These stories run the gamut, from supporting women’s access to abortion to discovering that breastfeeding can be painful and exhausting. From questioning who homebirth is really for, to mamas discussing marginal identities in the natural birth community. There are visions for what midwifery could be, should be, and what it should never have become. Stories about death. And yes, stories about birth. Most of all, these are stories, our stories, that we need. Continue reading
How the fuck do you smile at Fred Phelps?
Scotty Weaver was an 18 year old gay Alabaman who liked to dress in drag. He was brutally tortured & murdered by 3 teenagers in 2004. Fred Phelps is glad he's dead.
I’m watching the documentary Small Town Gay Bar, and there’s this loooong interview with the infamous Fred Phelps of Westboro Baptist Church. He’s smiling and happy and cheerful as he describes the wrath that God is bringing down on us all for our acceptance of “fags.”
And the kicker is, you can hear the (liberal, LGBTQ friendly) filmmakers chuckling along with him as he spews his hate to their camera with a huge grin on his face.
I get that they did what they had to do to get the interview. I can identify with having to compromise yourself for a moment in order to accomplish a larger goal.
But imagining myself sitting across a table from Fred Phelps, smiling and chuckling along with him–EVEN just for a few minutes, for a fantastic purpose–makes my skin crawl. My head is spinning at the thought of it.
Posted in Activism, Gender, Oppression, Queer & Transgender Activism
Tagged fred phelps, gay in rural mississippi, hate crimes, homophobia, lgbtq, matt matty weaver, murder, small town gay bar documentary film, westboro baptist church
The momentum over at Mamas of Color Rising makes me tired just reading about them!
They host a monthly potluck & clothing swap, they fundraise like crazy–I’ve heard their homemade empanadas are worth every penny–and it seems they know how to throw a mean benefit party.
But their most exciting endeavor? The Sister Doula Training, wherein they’ll train 20 women of color to become certified doulas.
This is one part of our current campaign around access to equality in birthing and prenatal care for women of color. This training will be a first step in implementing a women of color doula and birth support project here in Austin, TX.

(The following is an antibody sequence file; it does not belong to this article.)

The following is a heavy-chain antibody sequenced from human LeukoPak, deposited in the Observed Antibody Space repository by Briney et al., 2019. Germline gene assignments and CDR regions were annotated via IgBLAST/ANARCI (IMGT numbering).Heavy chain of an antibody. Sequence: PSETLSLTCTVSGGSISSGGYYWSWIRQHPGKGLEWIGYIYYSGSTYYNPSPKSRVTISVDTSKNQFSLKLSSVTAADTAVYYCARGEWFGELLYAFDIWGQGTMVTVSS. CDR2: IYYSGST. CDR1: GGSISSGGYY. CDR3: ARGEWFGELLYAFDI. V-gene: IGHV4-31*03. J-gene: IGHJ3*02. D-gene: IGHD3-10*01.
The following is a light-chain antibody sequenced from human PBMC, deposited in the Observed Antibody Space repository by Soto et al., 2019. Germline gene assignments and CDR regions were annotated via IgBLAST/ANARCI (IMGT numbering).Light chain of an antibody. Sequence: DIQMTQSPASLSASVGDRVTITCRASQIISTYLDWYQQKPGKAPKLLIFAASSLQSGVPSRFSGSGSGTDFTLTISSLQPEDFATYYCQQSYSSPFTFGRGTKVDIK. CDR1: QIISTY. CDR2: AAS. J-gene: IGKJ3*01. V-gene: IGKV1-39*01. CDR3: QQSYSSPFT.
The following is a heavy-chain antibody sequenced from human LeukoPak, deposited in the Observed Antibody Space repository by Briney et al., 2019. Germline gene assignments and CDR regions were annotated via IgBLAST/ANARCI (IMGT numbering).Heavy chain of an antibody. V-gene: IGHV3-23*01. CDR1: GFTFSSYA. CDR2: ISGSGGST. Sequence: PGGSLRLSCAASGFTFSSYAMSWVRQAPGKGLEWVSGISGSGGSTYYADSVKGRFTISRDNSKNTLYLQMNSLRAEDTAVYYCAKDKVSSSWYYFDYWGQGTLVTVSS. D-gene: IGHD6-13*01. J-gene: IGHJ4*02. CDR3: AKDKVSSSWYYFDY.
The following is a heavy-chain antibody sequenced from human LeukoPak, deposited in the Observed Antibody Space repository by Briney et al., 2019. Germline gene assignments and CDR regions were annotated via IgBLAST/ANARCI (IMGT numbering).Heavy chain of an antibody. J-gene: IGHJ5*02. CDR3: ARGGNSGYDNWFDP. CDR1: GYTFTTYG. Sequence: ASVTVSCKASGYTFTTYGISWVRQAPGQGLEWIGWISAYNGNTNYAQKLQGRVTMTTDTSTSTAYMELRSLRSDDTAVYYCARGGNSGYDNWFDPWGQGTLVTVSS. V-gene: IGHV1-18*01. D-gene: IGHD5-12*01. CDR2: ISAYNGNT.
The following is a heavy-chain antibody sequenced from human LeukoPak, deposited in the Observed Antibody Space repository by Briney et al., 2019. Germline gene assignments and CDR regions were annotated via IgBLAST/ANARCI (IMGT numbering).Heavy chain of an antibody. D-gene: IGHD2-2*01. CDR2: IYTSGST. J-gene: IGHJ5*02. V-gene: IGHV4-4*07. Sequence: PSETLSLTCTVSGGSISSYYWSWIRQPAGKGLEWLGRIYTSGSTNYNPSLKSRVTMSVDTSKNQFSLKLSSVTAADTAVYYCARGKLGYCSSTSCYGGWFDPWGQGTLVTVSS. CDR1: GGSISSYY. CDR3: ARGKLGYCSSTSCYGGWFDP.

Sending Mamas of Color Rising some solidarity and love from the Rocky Mountains!
This post originally appeared today at the Full Spectrum Doula Network, so the language is directed toward that particular community. But the message applies to the larger reproductive health community as well–and is a key element to the work we have to do to create an inclusive movement that fully represents the vibrance and diversity of this world.
One of the core goals of this community is to create a safe space for the full spectrum of doulas and other reproductive health workers. For transgender or genderqueer folks working in the reproductive health world, part of feeling safe is not being asked to constantly, on a minute-to-minute basis, identify within the conventional gender binary of male and female–and not constantly, on a minute-to-minute basis, having your gender assumed as female because of your work as a doula or midwife.
This post is just a gentle nudge to remind folks here that your language matters. To remind folks that part of creating a safe space lies in challenging ourselves to change our behaviors that might be alienating or denigrating to folks we really don’t mean to oppress.
Here, in this safe space, you don’t have to be a ‘lady’ or a ‘she’ or a ‘woman’ (or even a ‘womyn’ for that matter) to be a doula or a midwife or an advocate.
Many of us have talked about how Continue reading
Posted in Activism, Doula, Feminism, Gender, Oppression, Queer & Transgender Activism
Tagged doula, genderqueer, midwife, oppressive language, pronouns, transgender